a "been-there" mom of six offers encouragement
to wives, young mothers, and those not so young,
and simple common-sense approaches to
the "ings" of life:
child-rearing (hints and helps), homemaking (all areas),
cooking (simple, cheap, and do-it-yourself)
making (toys and gifts), preparing (for the unexpected),
maintaining (sanity and peace in this increasingly crazy world) and more---
all aspects of making the most of making do on little---
and having fun in the process.

Friday, August 3, 2012

Simply Amazing Microwave Bread and Butter Pickles

Tuesday I mentioned how well our garden was doing and my subsequent search                       for different ways of preparing cucumbers.

And I mentioned the plethora of almost-identical sites that proclaimed 13 "amazing ways" to use them in reportedly "amazing" ways  and --- the blogger who's personal tests proved them amazingly ineffective.

Yesterday I found yet another plethora of sites touting an amazingly delicious, amazingly simple, amazingly quick method of making bread and butter pickles in the microwave --- in less than 10 minutes from start to finish.

They are amazing FANTASTIC !

Comments from the various sites all followed along the
same lines. As I remember them, they included:

"My mother actually cried when she tasted them -- they reminded her so much of the ones she used to make with her mother."

"I don't even like bread and butter pickles but I LOVED these!"

"My husband ate the whole jar."

"I could hear my kids in the kitchen chomping away."

"This is how bread and butter pickles used to taste."

"My Nana's pickles tasted just like this!"

Since Simple Gail is not into hyperbole . . .

I can't give them higher praise because  I'd hate to oversell them and raise the hopes of bread and butter pickle lovers everywhere.

Finally. . .


One large cucumber, unpeeled and thinly sliced 
One onion, even more thinly sliced
3/4 cup white sugar
1/2 cup white vinegar
1 tsp salt
1/2 tsp mustard seeds
1/4 tsp celery seeds
1/4 tsp ground turmeric

Combine above in medium-size microwave-safe bowl. Microwave on high 7-8 minutes, stirring twice, until cucumbers are tender and onions are translucent. 

Put into a clean jar with a lid. Chill (and store) in refrigerator.  Enjoy!

Comments from others included:

  • doubling or tripling the batch
  • using canning lids and rings and 10 minutes in a water bath to seal them for storing
  • adding small amounts of garlic for variety

Gail's comments:

  • when I make jam I sterilize my jars in hot water, fill them with the hot liquid, top with canning lids (that have been sitting in hot water) and rings and then I turn them upside down on a towel. This helps ensure a seal. You don't need to water bath jams and jellies because of the high sugar content. Maybe the sugar and vinegar in these would allow you to do the same but for now I am just sealing the jars with my upside-down-way and storing them in the refrigerator.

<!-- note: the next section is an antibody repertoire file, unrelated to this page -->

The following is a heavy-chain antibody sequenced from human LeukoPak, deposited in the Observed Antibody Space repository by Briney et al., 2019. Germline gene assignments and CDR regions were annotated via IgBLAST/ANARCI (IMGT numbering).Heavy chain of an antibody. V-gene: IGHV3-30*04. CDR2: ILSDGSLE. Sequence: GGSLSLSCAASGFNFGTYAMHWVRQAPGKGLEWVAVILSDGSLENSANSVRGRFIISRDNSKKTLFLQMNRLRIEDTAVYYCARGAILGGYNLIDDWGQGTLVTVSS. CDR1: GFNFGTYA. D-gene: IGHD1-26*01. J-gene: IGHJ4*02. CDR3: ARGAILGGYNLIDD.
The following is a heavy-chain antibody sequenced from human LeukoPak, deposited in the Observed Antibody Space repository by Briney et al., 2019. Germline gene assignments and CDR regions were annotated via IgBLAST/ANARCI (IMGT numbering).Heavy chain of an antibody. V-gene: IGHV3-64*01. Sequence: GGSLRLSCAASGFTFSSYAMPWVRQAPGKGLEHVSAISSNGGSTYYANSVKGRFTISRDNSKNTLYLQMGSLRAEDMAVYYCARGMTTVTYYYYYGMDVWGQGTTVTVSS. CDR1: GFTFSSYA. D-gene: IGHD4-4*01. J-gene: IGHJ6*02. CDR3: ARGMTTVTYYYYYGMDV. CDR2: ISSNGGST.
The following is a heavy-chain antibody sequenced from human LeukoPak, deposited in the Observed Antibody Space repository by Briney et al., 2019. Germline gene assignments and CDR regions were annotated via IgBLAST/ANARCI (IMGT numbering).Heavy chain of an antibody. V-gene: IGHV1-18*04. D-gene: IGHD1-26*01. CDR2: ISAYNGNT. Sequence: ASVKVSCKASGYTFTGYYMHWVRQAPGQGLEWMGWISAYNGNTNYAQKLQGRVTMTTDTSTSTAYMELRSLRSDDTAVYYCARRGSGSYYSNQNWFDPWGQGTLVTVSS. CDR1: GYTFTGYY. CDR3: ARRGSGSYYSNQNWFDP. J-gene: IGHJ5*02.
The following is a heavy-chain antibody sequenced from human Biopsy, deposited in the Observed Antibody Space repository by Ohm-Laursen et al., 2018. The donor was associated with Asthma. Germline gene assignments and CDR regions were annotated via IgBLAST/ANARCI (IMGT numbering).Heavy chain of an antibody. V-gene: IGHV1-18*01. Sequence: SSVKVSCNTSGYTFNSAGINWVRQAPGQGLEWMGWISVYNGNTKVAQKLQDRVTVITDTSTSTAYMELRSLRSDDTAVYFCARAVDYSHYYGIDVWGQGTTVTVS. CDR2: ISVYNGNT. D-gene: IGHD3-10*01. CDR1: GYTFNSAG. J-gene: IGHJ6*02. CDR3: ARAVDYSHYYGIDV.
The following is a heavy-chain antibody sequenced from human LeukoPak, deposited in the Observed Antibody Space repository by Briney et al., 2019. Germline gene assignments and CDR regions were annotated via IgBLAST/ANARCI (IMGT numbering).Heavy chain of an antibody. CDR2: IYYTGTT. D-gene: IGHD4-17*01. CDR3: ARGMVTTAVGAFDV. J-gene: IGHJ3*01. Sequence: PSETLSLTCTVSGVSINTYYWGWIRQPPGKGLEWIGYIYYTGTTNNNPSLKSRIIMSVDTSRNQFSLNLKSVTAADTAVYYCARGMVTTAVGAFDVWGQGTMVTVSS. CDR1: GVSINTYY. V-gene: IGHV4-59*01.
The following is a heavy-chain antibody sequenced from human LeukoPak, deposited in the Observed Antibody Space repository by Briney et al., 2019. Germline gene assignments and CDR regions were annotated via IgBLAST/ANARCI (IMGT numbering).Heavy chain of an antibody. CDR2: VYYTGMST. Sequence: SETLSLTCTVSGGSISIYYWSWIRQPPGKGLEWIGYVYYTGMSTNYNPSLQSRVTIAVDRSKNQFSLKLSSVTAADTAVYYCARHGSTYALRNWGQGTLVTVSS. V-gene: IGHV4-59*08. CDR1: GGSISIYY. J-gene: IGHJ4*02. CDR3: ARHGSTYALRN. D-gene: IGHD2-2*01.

• to save bunches of money I buy my spices at a health food or grocery that sells bulk spices by the ounce. One ounce each of the three spices came to $1.74 and is enough for making several batches! 

'til we eat again,
          Simply, Gail

Tuesday, July 31, 2012

Cucumbers are much, much more . . .

than simply salad toppers !

Our garden has been doing great. As a result I have been searching out new recipes for common produce.
     Among the "amazing" things I found were many almost identical posts heralding the wonders of the cool cucumber for its various health and household cleaning powers. Most fell in the too good to be true category so I went to Snopes to check them out. They rate them  "undetermined."
     Along the way I happened on the post of another blogger who wrote that her earlier Snopes inquiry showed the jury was still out, so she took it upon herself to check out the 13 purported miracle workers.
     She found that most didn't live up to the hype.

My search for new and unusual cucumber recipes yielded much greater success. Until this week, I had no idea you could/would actually cook a cuke!  These are not your typical cucumber recipes but all three were a hit with us.

Richard's Cucumber Soup 
Serve icy cold or piping hot - both really hit the spot

2 cucumbers, peeled, seeded, and chopped
2 T thinly sliced green onion
2 T butter or margarine
1 T red wine vinegar
4 cups chicken broth (2 cans)
salt to taste
1/2 to 1 teaspoon dried tarragon or marjoram (or to taste)
1 to 2 T. finely chopped fresh parsley
1/2 cup sour cream

In large pot, melt the butter and saute the sliced green onions until soft. Add the remaining ingredients except the sour cream. Let the soup simmer for 20 minutes or until the cucumbers are soft. Pour the hot soup in a blender and puree it. Return to the pot and whisk in the sour cream. Serve immediately as a hot soup or chill thoroughly and serve cold. 

Creamed Cucumbers
This recipe is fun to play around with. Adjust the spices and the done-ness of the cukes to suit your taste. It seems lend itself to many variations.

2 cucumbers, peeled, seeded, and finely sliced
3 T. butter or margarine
1/4 cup heavy cream
salt and pepper to taste
few sprinkles nutmeg
dried or fresh dill and/or chopped chives

Melt the butter or margarine in a skillet. Saute cucumbers until they begin to shine. Stir in the cream,  a couple of sprinkles of nutmeg, and salt and pepper to taste, stirring constantly over low heat. Add the dill and or chives. Serve warm.

Cucumber Lime Cooler
No cooking this time --- just blend, chill and enjoy.  We really like the pulp in this refreshing drink but if you don't, you can strain the mixture before serving. 

1 cucumber, peeled and cut into chunks
Juice of two limes (or to taste)
1/3 cup sugar

Put cucumber chunks, lime juice and sugar in a blender container. Add enough water to come within 1-1/2 inches of the top. Blend well. Refrigerate until icy cold. 

'til we eat again,
          I am Simply, Gail